NEW YORK -- A cry for simplification and automation was heard in triplicate as a panel of users laid out their wishes for the storage industry.
The panel of three IT storage professionals made the remarks speaking to investors and a slew of storage vendors last week at the RBC Capital Markets storage conference in here.
"I hate to wake up smart, high-paid people at 3 a.m. to do something that could be done automatically," said Bob Venable, Manager of Enterprise Systems for Chattanooga, Tennessee-based Blue Cross/Blue Shield. "In the future, we will be looking to share data between platforms and automate computing."
Venable, who manages a network of four environments with more than 200 different servers, also said one of his goals is to combine disks, data and people teams to create one shared environment.
Echoing Venable's sentiments was Roy Singh, director of enterprise architecture for American Airlines.
Singh also mentioned one element that could potentially put a wrinkle in simplicity, interoperability.
"I want a simple interoperability solution," said Singh. "You have to deal with a heterogeneous environment if you want to stay on the edge."
Singh uses a "best-of-breed" mentality when it comes to purchasing servers and storage equipment.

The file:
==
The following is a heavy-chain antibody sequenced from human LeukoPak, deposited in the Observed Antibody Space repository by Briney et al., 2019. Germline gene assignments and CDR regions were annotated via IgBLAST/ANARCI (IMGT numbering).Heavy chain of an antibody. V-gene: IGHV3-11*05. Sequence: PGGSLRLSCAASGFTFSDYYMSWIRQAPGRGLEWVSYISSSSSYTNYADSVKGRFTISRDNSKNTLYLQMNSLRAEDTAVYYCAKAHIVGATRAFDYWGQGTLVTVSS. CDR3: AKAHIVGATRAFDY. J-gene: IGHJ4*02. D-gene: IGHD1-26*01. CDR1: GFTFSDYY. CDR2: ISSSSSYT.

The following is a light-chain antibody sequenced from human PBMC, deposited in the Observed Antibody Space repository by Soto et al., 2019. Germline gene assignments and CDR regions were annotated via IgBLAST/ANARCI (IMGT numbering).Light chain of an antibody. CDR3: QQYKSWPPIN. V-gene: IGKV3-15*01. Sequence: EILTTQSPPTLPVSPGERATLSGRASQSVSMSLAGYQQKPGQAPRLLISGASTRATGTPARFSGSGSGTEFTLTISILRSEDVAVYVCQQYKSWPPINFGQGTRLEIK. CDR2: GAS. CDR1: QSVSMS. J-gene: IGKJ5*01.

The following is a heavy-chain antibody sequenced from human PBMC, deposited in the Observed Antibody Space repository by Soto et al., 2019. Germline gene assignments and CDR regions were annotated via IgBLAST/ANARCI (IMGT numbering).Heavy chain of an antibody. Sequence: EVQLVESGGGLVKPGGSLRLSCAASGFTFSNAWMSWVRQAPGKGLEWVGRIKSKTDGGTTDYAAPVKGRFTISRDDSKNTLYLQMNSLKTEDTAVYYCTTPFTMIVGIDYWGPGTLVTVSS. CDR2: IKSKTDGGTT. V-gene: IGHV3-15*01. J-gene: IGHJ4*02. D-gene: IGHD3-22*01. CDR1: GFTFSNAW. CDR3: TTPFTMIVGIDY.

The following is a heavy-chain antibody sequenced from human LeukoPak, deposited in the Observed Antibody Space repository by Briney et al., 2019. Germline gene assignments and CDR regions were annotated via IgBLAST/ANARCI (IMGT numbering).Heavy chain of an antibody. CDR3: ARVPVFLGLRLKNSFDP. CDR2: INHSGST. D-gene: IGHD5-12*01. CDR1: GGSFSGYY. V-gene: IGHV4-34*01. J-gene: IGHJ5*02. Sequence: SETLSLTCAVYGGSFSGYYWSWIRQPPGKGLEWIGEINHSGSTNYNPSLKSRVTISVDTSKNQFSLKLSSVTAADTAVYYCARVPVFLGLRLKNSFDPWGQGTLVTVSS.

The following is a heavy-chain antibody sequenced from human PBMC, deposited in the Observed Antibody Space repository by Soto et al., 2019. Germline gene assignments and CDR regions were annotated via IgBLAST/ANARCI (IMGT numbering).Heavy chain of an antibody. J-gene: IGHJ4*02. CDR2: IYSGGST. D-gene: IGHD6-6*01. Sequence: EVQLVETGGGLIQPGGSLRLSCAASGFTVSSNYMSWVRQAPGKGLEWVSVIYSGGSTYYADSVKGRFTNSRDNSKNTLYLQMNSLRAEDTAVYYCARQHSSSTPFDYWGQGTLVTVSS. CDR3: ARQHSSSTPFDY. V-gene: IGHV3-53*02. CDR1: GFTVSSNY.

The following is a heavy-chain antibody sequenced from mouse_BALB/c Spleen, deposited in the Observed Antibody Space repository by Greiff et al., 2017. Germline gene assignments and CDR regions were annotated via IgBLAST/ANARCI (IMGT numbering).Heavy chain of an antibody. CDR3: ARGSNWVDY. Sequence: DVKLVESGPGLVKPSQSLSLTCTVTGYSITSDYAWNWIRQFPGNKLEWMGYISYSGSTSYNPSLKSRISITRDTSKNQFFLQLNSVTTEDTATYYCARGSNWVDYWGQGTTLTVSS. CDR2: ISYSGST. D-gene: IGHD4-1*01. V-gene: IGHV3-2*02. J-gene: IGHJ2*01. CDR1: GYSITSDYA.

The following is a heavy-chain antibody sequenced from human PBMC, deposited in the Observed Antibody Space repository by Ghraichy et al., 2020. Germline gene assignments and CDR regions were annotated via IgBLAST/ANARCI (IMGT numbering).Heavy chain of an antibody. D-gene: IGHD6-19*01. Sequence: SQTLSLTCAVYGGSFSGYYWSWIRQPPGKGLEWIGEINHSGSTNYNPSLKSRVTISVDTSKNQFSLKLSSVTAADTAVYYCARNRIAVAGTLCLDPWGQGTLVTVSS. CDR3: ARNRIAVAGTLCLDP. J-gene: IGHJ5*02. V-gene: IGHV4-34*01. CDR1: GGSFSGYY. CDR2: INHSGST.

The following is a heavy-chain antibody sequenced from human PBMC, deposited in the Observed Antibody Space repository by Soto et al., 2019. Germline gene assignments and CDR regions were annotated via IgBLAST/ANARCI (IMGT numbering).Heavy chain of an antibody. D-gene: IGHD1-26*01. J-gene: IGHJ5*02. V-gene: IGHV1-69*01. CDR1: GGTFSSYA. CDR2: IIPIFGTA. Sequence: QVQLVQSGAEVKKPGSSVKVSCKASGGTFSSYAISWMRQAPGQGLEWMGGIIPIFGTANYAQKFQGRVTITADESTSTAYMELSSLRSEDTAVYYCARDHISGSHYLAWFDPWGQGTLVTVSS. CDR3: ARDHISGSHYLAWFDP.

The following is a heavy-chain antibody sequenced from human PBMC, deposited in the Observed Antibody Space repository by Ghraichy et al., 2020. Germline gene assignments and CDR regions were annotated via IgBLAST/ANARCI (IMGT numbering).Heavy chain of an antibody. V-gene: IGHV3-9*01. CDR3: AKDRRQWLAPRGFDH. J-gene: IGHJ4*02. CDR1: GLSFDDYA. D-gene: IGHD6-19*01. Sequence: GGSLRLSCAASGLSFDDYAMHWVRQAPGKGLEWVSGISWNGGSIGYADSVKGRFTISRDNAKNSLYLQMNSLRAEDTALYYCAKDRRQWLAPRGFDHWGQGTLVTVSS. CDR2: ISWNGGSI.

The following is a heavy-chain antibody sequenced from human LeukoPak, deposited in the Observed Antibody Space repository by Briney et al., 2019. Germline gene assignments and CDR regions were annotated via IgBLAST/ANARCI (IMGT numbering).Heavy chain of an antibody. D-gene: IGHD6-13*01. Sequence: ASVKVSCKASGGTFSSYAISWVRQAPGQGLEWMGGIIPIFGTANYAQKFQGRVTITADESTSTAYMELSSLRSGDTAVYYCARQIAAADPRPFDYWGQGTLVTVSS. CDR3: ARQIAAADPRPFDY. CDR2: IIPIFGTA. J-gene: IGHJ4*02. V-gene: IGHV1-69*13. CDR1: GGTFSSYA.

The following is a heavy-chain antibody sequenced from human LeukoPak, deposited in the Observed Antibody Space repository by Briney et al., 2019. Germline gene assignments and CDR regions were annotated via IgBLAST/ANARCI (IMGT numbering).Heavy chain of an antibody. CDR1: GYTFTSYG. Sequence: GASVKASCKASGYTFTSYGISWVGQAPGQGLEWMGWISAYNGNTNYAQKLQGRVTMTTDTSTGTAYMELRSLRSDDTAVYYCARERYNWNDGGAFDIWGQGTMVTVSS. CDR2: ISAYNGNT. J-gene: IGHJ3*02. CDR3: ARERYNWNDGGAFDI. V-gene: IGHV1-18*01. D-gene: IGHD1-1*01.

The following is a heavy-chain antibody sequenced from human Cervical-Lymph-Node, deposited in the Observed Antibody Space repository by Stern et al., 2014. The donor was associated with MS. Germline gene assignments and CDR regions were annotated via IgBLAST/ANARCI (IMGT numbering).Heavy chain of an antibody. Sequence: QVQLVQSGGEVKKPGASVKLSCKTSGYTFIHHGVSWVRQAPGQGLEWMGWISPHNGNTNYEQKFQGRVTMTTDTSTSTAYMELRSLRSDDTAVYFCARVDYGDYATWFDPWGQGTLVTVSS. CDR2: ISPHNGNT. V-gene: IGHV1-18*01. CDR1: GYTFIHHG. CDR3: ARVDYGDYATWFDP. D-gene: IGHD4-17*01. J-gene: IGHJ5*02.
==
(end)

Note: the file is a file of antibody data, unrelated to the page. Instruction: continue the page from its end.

For a company that Singh says "never really thought about storage" -- American Airlines is using five Electronic Data Systems (EDS)-run data centers with 150-plus Terabytes (TB) of storage annually, with 30 of those TBytes in a Storage Area Network (SAN.) American is running thousands of NT and Unix servers with no affinity for any one platform. (American is presently running a heterogeneous environment including EMC CLARiiON, Sun, HP, Compaq and Dell servers.)
According to Singh, key drivers for storage are data warehousing and Web and application hosting. He, along with Venable, said that their organizations would be spending "flat to more" on storage in 2002.
Convinced that his company would be spending more on storage this year is Steve Hole, chief technology officer of ACI Worldwide.
ACI Worldwide, Edmonton, Alberta, is a facilitator of electronic billing and payment systems. On average, each one of the hefty legal or bill payment documents his company sends is 45,000 bytes. Not too bad so far, but Hole said most documents have three components, the initial document, the return document and a confirmation.
Factor in the seven years an average document needs to be retained (for legal purposes or payment records) you can see where all of the storage is going to be needed.
To maintain this capacity, Hole delineated his key requirements for the storage space. In the "must" category are: multi-petabyte sizing, multi-boot simultaneous access. Hole said "should haves" are multi-tier storage and remote replication. His "may-haves" fall in as storage on demand and intelligent server based storage.